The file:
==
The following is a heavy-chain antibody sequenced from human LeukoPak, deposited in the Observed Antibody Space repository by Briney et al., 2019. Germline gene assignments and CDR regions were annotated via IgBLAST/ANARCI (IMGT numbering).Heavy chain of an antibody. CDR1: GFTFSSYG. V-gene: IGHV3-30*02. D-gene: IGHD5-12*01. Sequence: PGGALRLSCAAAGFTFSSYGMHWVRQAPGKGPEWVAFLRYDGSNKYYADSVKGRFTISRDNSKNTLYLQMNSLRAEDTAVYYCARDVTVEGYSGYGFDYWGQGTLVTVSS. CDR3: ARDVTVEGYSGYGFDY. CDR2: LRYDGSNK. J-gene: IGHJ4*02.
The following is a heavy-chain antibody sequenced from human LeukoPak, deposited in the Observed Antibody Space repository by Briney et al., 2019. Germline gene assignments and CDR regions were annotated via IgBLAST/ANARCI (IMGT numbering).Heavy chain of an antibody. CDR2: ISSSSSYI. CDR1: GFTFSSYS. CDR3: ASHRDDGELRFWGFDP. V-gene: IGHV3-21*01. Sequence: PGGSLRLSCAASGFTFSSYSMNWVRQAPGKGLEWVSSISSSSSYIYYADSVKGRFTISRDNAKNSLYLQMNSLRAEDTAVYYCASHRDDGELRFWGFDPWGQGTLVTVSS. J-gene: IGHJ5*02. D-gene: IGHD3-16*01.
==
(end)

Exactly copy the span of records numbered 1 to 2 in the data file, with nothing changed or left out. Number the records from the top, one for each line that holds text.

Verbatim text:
The following is a heavy-chain antibody sequenced from human LeukoPak, deposited in the Observed Antibody Space repository by Briney et al., 2019. Germline gene assignments and CDR regions were annotated via IgBLAST/ANARCI (IMGT numbering).Heavy chain of an antibody. CDR1: GFTFSSYG. V-gene: IGHV3-30*02. D-gene: IGHD5-12*01. Sequence: PGGALRLSCAAAGFTFSSYGMHWVRQAPGKGPEWVAFLRYDGSNKYYADSVKGRFTISRDNSKNTLYLQMNSLRAEDTAVYYCARDVTVEGYSGYGFDYWGQGTLVTVSS. CDR3: ARDVTVEGYSGYGFDY. CDR2: LRYDGSNK. J-gene: IGHJ4*02.
The following is a heavy-chain antibody sequenced from human LeukoPak, deposited in the Observed Antibody Space repository by Briney et al., 2019. Germline gene assignments and CDR regions were annotated via IgBLAST/ANARCI (IMGT numbering).Heavy chain of an antibody. CDR2: ISSSSSYI. CDR1: GFTFSSYS. CDR3: ASHRDDGELRFWGFDP. V-gene: IGHV3-21*01. Sequence: PGGSLRLSCAASGFTFSSYSMNWVRQAPGKGLEWVSSISSSSSYIYYADSVKGRFTISRDNAKNSLYLQMNSLRAEDTAVYYCASHRDDGELRFWGFDPWGQGTLVTVSS. J-gene: IGHJ5*02. D-gene: IGHD3-16*01.